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Comment author: gjm 31 May 2016 10:57:41AM 1 point [-]

Slowness not a problem. (You wouldn't believe how long I've sometimes taken.) I hope your husband is OK.

You say "one fundamental change", but I'm pretty sure there is no way to fill in the details of that story so that it actually works. Increasing entropy is a consequence of the fundamental form of the laws of physics, plus the world being in a low-entropy state at the big bang. Make a small change to that and you get not a perfect world with no death and corruption, but a world where physics doesn't work.

I don't think you get to call something "elegantly simple" just because you haven't thought about the details and therefore can't see how messy they are :-).

(Maybe God designed a lawful universe where entropy increases, and then set Eden up with a hacked version where entropy doesn't increase because of constant divine intervention, and then just stopped doing that when Adam and Eve didn't obey his command. That would suggest that A&E were intended to fail all along, an idea that maybe gets some support from e.g. Revelation 13:8 and which strengthens my sense that in the standard Christian interpretation of the Eden story God is the bad guy.)

Comment author: Wind 30 May 2016 12:37:33AM 1 point [-]

I notice that I am confused by this post.

Is the claim that this is a school thing or a life thing? I can see how this behavior might happen if a student is more interested in getting good grades than in actual learning. In such a situation "learning the teachers password" might be a short cut to get to your actual goals.

If the claim is that this is a life thing, could some one give me some more non-classroom example? Organized religion counts as classroom.

When I fist heard that light is a wave, then I interpreted that sentence in my brain an gave it meaning. I can't say for sure that I gave it the correct meaning. But I defiantly know that I did not just save a way the sound pattern, as truth. Because I don't think that way, and I can't even imagine thinking that way.

I can, on the other hand, imagine thinking: "If I write 'because of heat conduction' on a test, I have a chance of getting points." This is not how I went though school, because I was interested in accusal learning, but I can model a student who thinks this way.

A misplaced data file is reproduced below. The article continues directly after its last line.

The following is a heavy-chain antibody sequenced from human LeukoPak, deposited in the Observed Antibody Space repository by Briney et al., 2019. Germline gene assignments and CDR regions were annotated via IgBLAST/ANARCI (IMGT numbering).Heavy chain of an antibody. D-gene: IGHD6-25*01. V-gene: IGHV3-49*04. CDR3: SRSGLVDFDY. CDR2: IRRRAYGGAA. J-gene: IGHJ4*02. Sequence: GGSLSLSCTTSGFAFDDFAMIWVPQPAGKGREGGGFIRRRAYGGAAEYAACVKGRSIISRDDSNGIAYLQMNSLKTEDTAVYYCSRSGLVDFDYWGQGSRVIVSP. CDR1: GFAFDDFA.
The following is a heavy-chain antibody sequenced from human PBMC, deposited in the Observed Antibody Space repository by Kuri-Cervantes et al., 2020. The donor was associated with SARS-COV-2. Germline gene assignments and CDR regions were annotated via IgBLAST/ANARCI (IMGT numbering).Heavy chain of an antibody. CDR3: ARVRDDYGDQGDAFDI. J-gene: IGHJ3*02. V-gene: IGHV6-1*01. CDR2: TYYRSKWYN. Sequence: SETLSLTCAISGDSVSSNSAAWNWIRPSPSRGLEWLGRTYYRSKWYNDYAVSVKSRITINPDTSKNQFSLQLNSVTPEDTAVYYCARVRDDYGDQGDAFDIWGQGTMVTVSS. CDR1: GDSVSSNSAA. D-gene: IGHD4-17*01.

"If I write 'because of heat conduction' on a test, I have a chance of getting points." is an anticipation controller.

Comment author: Viliam_Bur 29 May 2016 07:46:34PM 1 point [-]

None that I'm aware of.

I suspect that no one actually fell for the scam... or if they did, they are too ashamed to admit it... so there is nothing specific to investigate.

Comment author: nino 29 May 2016 12:47:02PM 0 points [-]

There are about 20 spots left and we seem to be getting 5–15 sign-ups per month. So if you want to attend, don't wait too long :)

Comment author: Alia1d 29 May 2016 01:52:50AM 0 points [-]

This is one problems with the absurdity heuristic. Because of deliberately starting at a point with such a long inferential distance, It can be hard to see where the error has taken place.

Comment author: Alia1d 29 May 2016 01:52:14AM 0 points [-]

Sorry to be so long answering this. Not only was work busy but my husband was going through withdrawal again and that is always an all consuming time sink.

On Solomonoff induction: If we take a look at one of the facts this story proposes to explain, - We live in a world of decay, where humans and other animals have death as their destiny and the universe itself tends to disorder and destruction, but that this is bad and wrong and against the harmonies of logic and lawfulness and the timelessness of truth. This story’s proposal that the original and good state of the world was without any need for death, but that at one point one fundamental change was made, perhaps tweaking a law of conservation of information just enough so that its practical consequences are an ever increasing disorder, i.e. entropy, seems as elegantly simple answer as I can think of. This one rule change is more what I was thinking of, rather than swap out of the entire rule set, basically because it’s lower complexity. Yes, I am expecting that God re-cons the plant and animal world so that you get stable biology and ecosystems under this new rule, but i already had a sufficiently intelligent and powerful agent, with an established interest in having a sustained ecosystem, who could implement the needed changes. So I don’t see any new rules there. Nor do I think it should be surprising that quite a lot of surface changes could be occasioned by even a small change of one rule that was so fundamental.

On parallels: I can think of lots of reasons to give why Satan controlling the snake in called for by a Christological interpretation and other reasons, like dualism, that could also lead to the idea this was a good interpretation, but I’m getting the internal feeling that I’m starting to treat my arguments like soldiers on this one. People are influenced by the culture around them so I can see how a culture that finds the idea of talking snakes silly would be one of the contributing factors to the general theological preference for Satan as an external control on the snake. But this is such a subtle thing with so many dependencies that it will be hard to get even someone who has this assumption to focus on questioning the one dependency you want, the inerrancy of the Bible, rather than some other dependency, especially if you are trying to avoid a feeling of personal hostility that tends to harden people positions.